Wednesday, April 27, 2016

Fiction is Character

Writers talk a lot about character development.  Even in plot driven literature readers want characters whom they can relate to, like, dislike, care for, root for, dismiss.  What does a well-developed character look like though?  Essentially, the character will have depth – the complexity of everything which defines that character revealed through the writer’s craft.

How does a writer create depth in a character?  A few things to keep in mind:

1. Recognize the difference:  Not every character needs to be fully developed.  Some characters, referred to by English teachers as flat charactersm are written with only a few character traits, many times stereotypical, for the purposes of presenting a contrast to the main character or for highlighting something situational to the story.  These characters play a short role in the story and don’t need a lot of development.  The main characters, which the same teachers call round characters, however, need to be dynamic, meaning the writer allows the readers to see the many facets to the characters and that the characters change as they are affected by events in the story, changes which the readers are able to see as they read.

2.  Use perception:  In real life people see one another and the world differently.  That fact should be represented in stories as well.  As a writer “shows” scenes, the characters in a story can reveal bits and pieces about the other characters and the situations in the story.  Doing so gives the reader access to more perspectives which makes for a deeper understanding.  For example, seeing that a mother and a father view and respond to their daughter differently might tell a reader much about the daughter and her relationships to both.

3.  Think beyond the obvious:  Instead of describing physical traits or narrating factual information, help the reader to see the emotion or response elicited by the trait or fact or the feeling behind the trait or fact.  Descriptions help readers visualize a character but sometimes a literal description can be limiting.  Instead of saying a character is tall, dark and handsome, show the reader how the character’s height made another character feel or how attraction was immediate.  Then the reader imagines for him or herself what the physical description is while being drawn into the character more deeply.

4.  Embrace imperfections:  People are not perfect, and characters should not be either.  It’s the flaws, quirks, scars, which readers are usually drawn to, and those flaws, quirks, scars can serve as a foundation to the how, what and why’s of the character’s actions, thoughts and decisions which in turn creates depth to the character and also for the story line.

5.  Be photographic:  Choose a focal point for your character, a lens through which the writer can reveal bits and pieces to the reader.  In a photo some details are more in focus and some are more in the background.  As in real life, characters see some things more clearly and are dense to other aspects of their situations.  Maybe allow a reader to see the disparity within a character, or have the details slowly come to surface to help the reader see that there is more to the character than he or she first realized.

6.  Encompass the whole:  Remember that just as with real people, characters have a whole self – goals in life, wishes for betterment, secrets, strengths, weaknesses, past achievements, desires, hang-ups, etc.... These need to be seen by readers to varying degrees within the story.  As a writer, choices need to be made about which aspects of the whole self will be written in, but giving readers a sense that there is a whole self to the characters is what will draw the readers to the characters.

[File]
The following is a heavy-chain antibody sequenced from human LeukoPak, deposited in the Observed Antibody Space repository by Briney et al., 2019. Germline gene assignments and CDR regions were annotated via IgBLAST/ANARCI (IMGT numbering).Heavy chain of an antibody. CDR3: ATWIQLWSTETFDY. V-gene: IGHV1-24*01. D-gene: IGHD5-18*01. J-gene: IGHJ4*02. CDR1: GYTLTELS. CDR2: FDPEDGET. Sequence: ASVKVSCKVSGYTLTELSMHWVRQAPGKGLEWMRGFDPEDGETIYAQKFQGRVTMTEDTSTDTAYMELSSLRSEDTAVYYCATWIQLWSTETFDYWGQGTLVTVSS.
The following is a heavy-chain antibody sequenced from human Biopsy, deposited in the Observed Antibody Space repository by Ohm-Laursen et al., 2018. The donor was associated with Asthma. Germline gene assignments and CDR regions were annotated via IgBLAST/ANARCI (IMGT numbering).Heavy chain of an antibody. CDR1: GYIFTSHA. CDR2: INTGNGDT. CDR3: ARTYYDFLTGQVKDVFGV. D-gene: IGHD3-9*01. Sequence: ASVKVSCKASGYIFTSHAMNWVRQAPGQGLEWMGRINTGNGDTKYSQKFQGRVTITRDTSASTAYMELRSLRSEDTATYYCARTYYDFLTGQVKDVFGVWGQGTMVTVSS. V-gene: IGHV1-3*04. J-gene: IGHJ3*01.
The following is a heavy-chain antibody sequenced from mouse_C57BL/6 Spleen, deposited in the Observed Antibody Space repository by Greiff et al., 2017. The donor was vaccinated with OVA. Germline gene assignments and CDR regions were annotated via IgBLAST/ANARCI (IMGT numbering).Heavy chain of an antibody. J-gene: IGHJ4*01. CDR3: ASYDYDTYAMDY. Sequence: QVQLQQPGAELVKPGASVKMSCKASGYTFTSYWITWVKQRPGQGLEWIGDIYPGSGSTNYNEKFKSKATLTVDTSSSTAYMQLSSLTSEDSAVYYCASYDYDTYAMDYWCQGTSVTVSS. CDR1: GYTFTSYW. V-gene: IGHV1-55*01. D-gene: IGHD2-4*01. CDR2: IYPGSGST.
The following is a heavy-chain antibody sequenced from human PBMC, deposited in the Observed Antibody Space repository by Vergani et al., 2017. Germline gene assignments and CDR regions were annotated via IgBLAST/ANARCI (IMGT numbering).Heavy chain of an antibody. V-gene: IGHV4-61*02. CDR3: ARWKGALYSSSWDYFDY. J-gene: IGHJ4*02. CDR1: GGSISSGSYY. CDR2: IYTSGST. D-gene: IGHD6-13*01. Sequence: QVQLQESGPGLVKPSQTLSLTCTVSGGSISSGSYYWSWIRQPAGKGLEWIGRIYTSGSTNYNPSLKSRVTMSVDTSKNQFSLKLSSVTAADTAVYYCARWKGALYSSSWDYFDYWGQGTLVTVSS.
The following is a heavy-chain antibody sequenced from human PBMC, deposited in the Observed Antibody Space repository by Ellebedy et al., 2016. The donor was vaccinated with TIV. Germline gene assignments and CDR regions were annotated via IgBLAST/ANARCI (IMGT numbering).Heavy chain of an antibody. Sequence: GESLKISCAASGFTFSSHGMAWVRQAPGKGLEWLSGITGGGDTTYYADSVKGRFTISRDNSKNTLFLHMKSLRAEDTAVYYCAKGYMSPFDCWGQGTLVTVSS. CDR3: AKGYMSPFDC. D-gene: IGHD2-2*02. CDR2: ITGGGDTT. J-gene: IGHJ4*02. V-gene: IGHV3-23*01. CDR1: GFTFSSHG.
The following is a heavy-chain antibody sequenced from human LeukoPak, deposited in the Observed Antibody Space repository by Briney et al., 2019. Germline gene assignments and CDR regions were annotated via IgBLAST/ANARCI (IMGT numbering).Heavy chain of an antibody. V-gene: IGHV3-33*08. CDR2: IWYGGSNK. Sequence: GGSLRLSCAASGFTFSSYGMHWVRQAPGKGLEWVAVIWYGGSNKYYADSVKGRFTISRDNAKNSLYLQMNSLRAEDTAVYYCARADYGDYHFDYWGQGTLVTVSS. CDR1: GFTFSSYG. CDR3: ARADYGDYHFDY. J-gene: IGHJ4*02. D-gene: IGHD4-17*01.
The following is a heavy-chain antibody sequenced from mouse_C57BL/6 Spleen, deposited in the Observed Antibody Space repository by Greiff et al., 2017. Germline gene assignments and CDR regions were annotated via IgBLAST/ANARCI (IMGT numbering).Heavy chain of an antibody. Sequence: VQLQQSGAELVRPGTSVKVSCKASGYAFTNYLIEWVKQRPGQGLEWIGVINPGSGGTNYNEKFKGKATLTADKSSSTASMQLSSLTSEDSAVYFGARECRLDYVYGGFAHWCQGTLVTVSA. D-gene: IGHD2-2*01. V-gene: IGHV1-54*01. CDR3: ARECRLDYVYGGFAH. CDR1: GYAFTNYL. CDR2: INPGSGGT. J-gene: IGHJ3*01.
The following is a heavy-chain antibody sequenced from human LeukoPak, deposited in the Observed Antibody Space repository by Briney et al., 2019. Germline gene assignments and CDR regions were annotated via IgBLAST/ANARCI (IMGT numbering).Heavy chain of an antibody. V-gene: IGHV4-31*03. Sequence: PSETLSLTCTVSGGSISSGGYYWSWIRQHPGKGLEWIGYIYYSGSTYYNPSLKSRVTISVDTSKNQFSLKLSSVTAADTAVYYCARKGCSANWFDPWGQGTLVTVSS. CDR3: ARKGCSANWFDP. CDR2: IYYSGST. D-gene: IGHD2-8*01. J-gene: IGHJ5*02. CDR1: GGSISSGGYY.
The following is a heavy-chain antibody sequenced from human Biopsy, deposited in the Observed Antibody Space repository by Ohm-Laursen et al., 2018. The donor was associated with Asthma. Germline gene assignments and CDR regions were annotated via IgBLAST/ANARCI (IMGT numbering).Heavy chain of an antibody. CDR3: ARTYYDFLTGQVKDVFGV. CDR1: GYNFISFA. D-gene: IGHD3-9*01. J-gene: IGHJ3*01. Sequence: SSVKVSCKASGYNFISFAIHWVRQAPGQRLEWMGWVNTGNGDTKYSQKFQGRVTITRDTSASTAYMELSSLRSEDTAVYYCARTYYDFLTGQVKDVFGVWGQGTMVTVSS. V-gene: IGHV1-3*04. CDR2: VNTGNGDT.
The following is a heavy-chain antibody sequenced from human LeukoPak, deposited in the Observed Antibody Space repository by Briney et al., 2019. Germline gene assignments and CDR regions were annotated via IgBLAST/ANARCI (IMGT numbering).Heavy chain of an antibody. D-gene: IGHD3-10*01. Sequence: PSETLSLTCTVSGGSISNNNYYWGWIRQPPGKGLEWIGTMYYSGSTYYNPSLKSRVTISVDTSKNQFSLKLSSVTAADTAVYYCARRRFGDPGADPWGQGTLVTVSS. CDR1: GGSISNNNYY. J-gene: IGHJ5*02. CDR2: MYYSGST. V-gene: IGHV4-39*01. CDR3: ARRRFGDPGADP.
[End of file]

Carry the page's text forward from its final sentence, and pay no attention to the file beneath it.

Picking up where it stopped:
Paula Castner is a wife, mother of three, and a co-founder of Seven Bridge Writers' Collaborative as well as a freelance writer, playwright, writing and baking workshop facilitator, and drama director. She receives emails at

Monday, April 18, 2016

Congratulations to the Winners 
of the 2016 
Seven Bridge Writers' Collaborative
 Student Poetry Contest

Painting of Emily Dickinson by William Rock and Calligraphy by Huang Xiang

If I feel physically as if the top of my head were taken off, I know that is poetry. 
                                    Emily Dickinson

A word from this year's Judge, 
Christian Reifsteck, author of Turning Turf

It was an honor and pleasure to be asked to judge the Seven Bridge poetry contest, which had numerous quality submissions.  While it was fun to read your poems, it was difficult to choose the winners because there was something special in each poem that was submitted.  Poems are like people in that way:  each one has good qualities, something special, or a unique way of looking at the world. 

Whether you wrote your poem because your teacher made you or because it was fun or you just wanted to win, I encourage you to keep writing poems.  If you found something special in your experience of writing a poem, then you have found something special within yourself, and fostering that feeling is an important part of life.  Each of us is special, and each of us has interesting things to say, which means that we can all create poems that people will want to read.
Thank you for allowing me to read your poems, and best wishes for your writing!

The Winter Night 
It was a snowy night 
The wind blew and blew some snow away 
A snowshoe hare ran across the snow 
There was a light in a tree the hare was running to 
No one knew why 
Maela Griffin, grade 1 

I Like to Move It 
I like to move with the wind 
I like to move with my dreams 
I like to move with my heart 
Lillian Principe, grade 1 

Water, water is a thing 
It is so good, you can drink 
It is the one thing that 
Nothing is better 
Just drink water 
Ryan Carr, grade 1 

1 2 3 
Climb a tree 
Sing with me 
Will you be my friend? 
Lily Kifer, grade 1 

1 2 3 
Look at me 
The rain is raining down on me 
The rainbow is shining on me 
I’m hanging from a banana tree 
Maddy Krikorian, grade 1 

I’ve spotted 16 chicken pox, 
Now that’s 17. 
My elbow aches, 
My body bakes. 
I think I have a broken leg, 
My hair is falling out, 
and I’m going blind in my right eye. 
I have a green face. 
What’s that you say? 
It’s Saturday?! 
I’m going out to play! 
Eleanor Daly, grade

Dig A Hole